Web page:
I'm taking a minute away from book rewrites (one of the less-fun parts of the publishing end) to mention one of the coolest experiences I've had in a while.
Backing up: Last November, I got a phone message from one Darrin Smith, a historian living in Cache Valley. After reading House on the Hill, which is set in Logan and focuses on the Logan temple, he knew I had a love for that building and the area. (He was absolutely right. Even though I've gone on to research other temples and parts of Utah and write about them, my heart belongs to Logan and Cache Valley and always will.)
He gave me an amazing offer: I could have free rein of his archives, which include diaries, theses, photographs, newspaper articles, letters, and a ton more on two conditions: that if I ever publish another book about Logan (which I plan to--several, actually), that he can be in the acknowledgments and that he can have a copy.
Holy cow! Are you kidding me? DONE!
The problem with his voice mail was timing--I got it right before the Utah Chocolate Show, during which time I'm little more than a blur. After the show came Thanksgiving. Then final manuscript preparations so I could submit my latest book to my publisher, and on top of that was Christmas (no need to elaborate there . . .). Put mildly, I was busy. Then the New Year arrived, with more deadlines and craziness.
Throughout the entire time, Darrin's name and number sat on a scribbled note right next to my monitor. Every day I'd look at it and think, "Dang! I've got to call this guy!" But I also knew that it would make little sense to call without having an idea of when my family could make the trek up north. Finally, toward the end of January, I found a few clear dates and called him back.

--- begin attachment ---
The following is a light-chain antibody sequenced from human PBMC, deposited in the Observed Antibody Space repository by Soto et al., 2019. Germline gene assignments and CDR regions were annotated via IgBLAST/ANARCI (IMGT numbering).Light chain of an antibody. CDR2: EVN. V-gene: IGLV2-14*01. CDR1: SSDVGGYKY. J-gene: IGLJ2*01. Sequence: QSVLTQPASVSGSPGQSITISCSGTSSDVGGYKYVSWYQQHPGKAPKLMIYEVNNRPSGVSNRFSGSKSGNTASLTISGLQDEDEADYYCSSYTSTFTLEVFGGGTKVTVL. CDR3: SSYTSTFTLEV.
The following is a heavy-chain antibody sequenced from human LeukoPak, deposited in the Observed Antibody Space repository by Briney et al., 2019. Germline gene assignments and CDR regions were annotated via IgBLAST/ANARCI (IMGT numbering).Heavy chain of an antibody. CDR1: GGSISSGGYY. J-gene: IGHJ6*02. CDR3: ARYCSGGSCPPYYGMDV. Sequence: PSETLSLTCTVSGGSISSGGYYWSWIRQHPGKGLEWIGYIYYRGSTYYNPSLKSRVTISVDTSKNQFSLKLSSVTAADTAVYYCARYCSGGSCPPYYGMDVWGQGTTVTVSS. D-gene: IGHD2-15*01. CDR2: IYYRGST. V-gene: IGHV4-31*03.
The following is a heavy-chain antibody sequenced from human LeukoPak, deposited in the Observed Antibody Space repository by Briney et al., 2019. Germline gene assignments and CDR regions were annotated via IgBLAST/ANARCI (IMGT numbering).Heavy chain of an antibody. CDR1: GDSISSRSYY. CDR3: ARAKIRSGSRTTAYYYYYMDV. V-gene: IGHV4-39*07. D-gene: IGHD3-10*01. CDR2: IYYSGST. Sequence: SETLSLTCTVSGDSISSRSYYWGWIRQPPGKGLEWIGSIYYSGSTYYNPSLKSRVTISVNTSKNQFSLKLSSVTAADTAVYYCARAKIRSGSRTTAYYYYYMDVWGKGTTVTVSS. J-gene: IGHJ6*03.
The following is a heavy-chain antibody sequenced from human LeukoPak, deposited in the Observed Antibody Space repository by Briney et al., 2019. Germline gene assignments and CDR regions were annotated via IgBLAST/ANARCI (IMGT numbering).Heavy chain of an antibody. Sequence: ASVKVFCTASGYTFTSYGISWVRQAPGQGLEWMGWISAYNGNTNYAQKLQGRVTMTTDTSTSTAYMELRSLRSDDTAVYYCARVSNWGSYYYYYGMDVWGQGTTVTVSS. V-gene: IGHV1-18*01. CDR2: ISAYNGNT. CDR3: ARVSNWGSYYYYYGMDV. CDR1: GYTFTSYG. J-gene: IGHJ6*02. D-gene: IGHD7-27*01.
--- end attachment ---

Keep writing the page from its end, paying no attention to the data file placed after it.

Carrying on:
By this point, he likely thought I had droppped off the planet and didn't want to take him up on his offer. He graciously invited me and my husband to come visit.
Last weekend, we did. For a couple of hours, he showed us some of his huge collection, including original photos of Logan in its early years and photos of some of the real people in my book. I almost trembled when I got to hold the picture of Billie King, who died in a tragic snow slide. It was like finally meeting an old friend.
My husband and I packed up a few armfuls of records and photos and headed to the nearest Kinko's. We spent hours frantically copying documents on two different copiers (and quickly blowing through over a hundred dollars), leaving only when they closed for the night and kicked us out (who knew that a Kinko's in a university city wouldn't be open 24 hours?).
When we returned everything to Darrin late that night, he graciously gave us some photographs he had taken of the Logan temple--one of which is so darn cool that I can't wait to post it on my web site. (I'll be sure to include information on how others can purchase a copy of the photo--it's timeless, beautiful, and unlike any photo of the temple you've ever seen.)
I have yet to go through the big box of copies I have sitting next to my file cabinet now. Thanks to rewrites and other editorial deadlines, it may be a little while before I can really sit down and dig through it, enjoying the rich history and compelling stories.
But I can't wait to do that. Some of the information comes from the very things that Nolan P. Olsen used to write his volume about the Logan temple--the very book that got me excited to write a novel about the construction. Now I get to read HIS original sources and learn even more.
Darrin's generosity has been tremendous--and he's saved me literally years and years of research, much of which it would have been impossible to duplicate even if I had tried. Since I'm a storyteller rather than a historian, this experience has been a once in a lifetime goldmine for which I'm truly grateful.
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